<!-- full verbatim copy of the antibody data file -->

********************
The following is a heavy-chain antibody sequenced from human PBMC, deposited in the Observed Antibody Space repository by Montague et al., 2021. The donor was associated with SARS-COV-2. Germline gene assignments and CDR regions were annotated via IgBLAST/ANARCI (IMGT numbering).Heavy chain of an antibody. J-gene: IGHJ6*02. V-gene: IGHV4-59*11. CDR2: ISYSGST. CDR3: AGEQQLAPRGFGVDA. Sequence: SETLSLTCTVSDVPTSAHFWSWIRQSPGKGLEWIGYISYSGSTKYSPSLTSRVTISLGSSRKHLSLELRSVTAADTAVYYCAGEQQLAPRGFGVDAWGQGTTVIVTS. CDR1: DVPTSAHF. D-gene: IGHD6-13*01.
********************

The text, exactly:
The following is a heavy-chain antibody sequenced from human PBMC, deposited in the Observed Antibody Space repository by Montague et al., 2021. The donor was associated with SARS-COV-2. Germline gene assignments and CDR regions were annotated via IgBLAST/ANARCI (IMGT numbering).Heavy chain of an antibody. J-gene: IGHJ6*02. V-gene: IGHV4-59*11. CDR2: ISYSGST. CDR3: AGEQQLAPRGFGVDA. Sequence: SETLSLTCTVSDVPTSAHFWSWIRQSPGKGLEWIGYISYSGSTKYSPSLTSRVTISLGSSRKHLSLELRSVTAADTAVYYCAGEQQLAPRGFGVDAWGQGTTVIVTS. CDR1: DVPTSAHF. D-gene: IGHD6-13*01.